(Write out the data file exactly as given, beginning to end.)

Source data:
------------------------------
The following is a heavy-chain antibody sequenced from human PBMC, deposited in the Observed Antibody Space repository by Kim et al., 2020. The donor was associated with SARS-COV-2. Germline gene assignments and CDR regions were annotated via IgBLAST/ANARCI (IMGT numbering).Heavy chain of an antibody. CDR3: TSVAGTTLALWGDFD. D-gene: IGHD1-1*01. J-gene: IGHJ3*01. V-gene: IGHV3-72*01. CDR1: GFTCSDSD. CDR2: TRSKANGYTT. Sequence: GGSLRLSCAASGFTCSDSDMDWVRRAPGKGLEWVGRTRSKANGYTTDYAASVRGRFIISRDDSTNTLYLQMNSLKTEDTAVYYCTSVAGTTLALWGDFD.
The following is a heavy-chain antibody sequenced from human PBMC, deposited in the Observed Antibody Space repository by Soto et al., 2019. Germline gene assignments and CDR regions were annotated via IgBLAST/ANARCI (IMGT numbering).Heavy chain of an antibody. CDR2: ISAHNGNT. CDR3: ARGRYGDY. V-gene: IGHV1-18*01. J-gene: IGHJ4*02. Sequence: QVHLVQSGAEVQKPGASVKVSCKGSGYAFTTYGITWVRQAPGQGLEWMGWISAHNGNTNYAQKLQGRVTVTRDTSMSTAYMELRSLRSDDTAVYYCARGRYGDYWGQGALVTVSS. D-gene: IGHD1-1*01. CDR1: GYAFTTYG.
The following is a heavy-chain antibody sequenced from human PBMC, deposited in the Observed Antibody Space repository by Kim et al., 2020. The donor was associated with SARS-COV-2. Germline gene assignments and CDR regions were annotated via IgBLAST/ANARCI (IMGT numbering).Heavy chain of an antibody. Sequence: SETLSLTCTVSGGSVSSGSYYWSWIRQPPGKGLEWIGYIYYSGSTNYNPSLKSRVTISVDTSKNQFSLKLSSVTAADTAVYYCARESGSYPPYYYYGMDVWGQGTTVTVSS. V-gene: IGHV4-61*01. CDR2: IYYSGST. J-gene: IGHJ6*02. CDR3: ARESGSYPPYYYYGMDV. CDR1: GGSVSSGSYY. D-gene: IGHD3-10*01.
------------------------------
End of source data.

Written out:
The following is a heavy-chain antibody sequenced from human PBMC, deposited in the Observed Antibody Space repository by Kim et al., 2020. The donor was associated with SARS-COV-2. Germline gene assignments and CDR regions were annotated via IgBLAST/ANARCI (IMGT numbering).Heavy chain of an antibody. CDR3: TSVAGTTLALWGDFD. D-gene: IGHD1-1*01. J-gene: IGHJ3*01. V-gene: IGHV3-72*01. CDR1: GFTCSDSD. CDR2: TRSKANGYTT. Sequence: GGSLRLSCAASGFTCSDSDMDWVRRAPGKGLEWVGRTRSKANGYTTDYAASVRGRFIISRDDSTNTLYLQMNSLKTEDTAVYYCTSVAGTTLALWGDFD.
The following is a heavy-chain antibody sequenced from human PBMC, deposited in the Observed Antibody Space repository by Soto et al., 2019. Germline gene assignments and CDR regions were annotated via IgBLAST/ANARCI (IMGT numbering).Heavy chain of an antibody. CDR2: ISAHNGNT. CDR3: ARGRYGDY. V-gene: IGHV1-18*01. J-gene: IGHJ4*02. Sequence: QVHLVQSGAEVQKPGASVKVSCKGSGYAFTTYGITWVRQAPGQGLEWMGWISAHNGNTNYAQKLQGRVTVTRDTSMSTAYMELRSLRSDDTAVYYCARGRYGDYWGQGALVTVSS. D-gene: IGHD1-1*01. CDR1: GYAFTTYG.
The following is a heavy-chain antibody sequenced from human PBMC, deposited in the Observed Antibody Space repository by Kim et al., 2020. The donor was associated with SARS-COV-2. Germline gene assignments and CDR regions were annotated via IgBLAST/ANARCI (IMGT numbering).Heavy chain of an antibody. Sequence: SETLSLTCTVSGGSVSSGSYYWSWIRQPPGKGLEWIGYIYYSGSTNYNPSLKSRVTISVDTSKNQFSLKLSSVTAADTAVYYCARESGSYPPYYYYGMDVWGQGTTVTVSS. V-gene: IGHV4-61*01. CDR2: IYYSGST. J-gene: IGHJ6*02. CDR3: ARESGSYPPYYYYGMDV. CDR1: GGSVSSGSYY. D-gene: IGHD3-10*01.